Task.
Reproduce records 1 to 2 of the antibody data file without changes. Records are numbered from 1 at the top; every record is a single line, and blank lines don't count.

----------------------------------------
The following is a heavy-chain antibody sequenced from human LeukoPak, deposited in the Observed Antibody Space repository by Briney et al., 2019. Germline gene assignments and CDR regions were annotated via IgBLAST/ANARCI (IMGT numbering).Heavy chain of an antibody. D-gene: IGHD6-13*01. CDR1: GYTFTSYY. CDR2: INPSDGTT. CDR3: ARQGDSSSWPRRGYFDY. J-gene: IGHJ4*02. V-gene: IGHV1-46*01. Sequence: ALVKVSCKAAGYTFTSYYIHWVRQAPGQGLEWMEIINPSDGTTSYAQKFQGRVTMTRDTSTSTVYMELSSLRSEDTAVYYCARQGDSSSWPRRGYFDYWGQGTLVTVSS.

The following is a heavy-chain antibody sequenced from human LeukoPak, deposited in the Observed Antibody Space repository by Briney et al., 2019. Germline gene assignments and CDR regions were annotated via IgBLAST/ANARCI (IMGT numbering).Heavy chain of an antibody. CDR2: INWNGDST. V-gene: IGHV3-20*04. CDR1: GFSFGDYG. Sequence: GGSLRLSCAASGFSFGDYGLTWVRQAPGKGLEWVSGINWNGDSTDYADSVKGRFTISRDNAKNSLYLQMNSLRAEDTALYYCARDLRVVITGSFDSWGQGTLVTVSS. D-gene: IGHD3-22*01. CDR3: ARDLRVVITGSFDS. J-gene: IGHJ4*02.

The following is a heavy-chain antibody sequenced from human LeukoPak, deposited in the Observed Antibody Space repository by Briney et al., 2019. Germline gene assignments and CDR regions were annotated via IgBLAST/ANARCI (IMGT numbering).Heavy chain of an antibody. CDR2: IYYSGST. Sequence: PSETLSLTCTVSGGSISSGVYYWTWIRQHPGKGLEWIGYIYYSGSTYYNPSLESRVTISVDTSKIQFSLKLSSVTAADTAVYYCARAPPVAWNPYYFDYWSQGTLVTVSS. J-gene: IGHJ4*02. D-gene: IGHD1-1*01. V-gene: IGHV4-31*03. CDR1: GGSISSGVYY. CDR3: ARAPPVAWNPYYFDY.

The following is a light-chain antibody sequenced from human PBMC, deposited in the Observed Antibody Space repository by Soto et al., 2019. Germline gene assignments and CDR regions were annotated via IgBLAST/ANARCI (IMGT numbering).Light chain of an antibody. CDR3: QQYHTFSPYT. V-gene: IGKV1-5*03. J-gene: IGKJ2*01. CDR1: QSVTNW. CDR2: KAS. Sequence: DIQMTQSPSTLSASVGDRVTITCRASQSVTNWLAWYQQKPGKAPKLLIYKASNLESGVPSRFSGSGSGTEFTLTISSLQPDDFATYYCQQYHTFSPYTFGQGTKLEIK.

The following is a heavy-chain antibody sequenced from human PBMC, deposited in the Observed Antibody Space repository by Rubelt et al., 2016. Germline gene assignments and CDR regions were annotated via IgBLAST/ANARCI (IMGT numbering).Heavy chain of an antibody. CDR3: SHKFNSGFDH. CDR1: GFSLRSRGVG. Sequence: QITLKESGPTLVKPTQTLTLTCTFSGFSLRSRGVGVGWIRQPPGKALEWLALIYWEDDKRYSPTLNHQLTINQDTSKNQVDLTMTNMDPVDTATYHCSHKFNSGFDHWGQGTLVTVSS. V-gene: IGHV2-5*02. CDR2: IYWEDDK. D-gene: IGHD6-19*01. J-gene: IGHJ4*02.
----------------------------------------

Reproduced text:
The following is a heavy-chain antibody sequenced from human LeukoPak, deposited in the Observed Antibody Space repository by Briney et al., 2019. Germline gene assignments and CDR regions were annotated via IgBLAST/ANARCI (IMGT numbering).Heavy chain of an antibody. D-gene: IGHD6-13*01. CDR1: GYTFTSYY. CDR2: INPSDGTT. CDR3: ARQGDSSSWPRRGYFDY. J-gene: IGHJ4*02. V-gene: IGHV1-46*01. Sequence: ALVKVSCKAAGYTFTSYYIHWVRQAPGQGLEWMEIINPSDGTTSYAQKFQGRVTMTRDTSTSTVYMELSSLRSEDTAVYYCARQGDSSSWPRRGYFDYWGQGTLVTVSS.

The following is a heavy-chain antibody sequenced from human LeukoPak, deposited in the Observed Antibody Space repository by Briney et al., 2019. Germline gene assignments and CDR regions were annotated via IgBLAST/ANARCI (IMGT numbering).Heavy chain of an antibody. CDR2: INWNGDST. V-gene: IGHV3-20*04. CDR1: GFSFGDYG. Sequence: GGSLRLSCAASGFSFGDYGLTWVRQAPGKGLEWVSGINWNGDSTDYADSVKGRFTISRDNAKNSLYLQMNSLRAEDTALYYCARDLRVVITGSFDSWGQGTLVTVSS. D-gene: IGHD3-22*01. CDR3: ARDLRVVITGSFDS. J-gene: IGHJ4*02.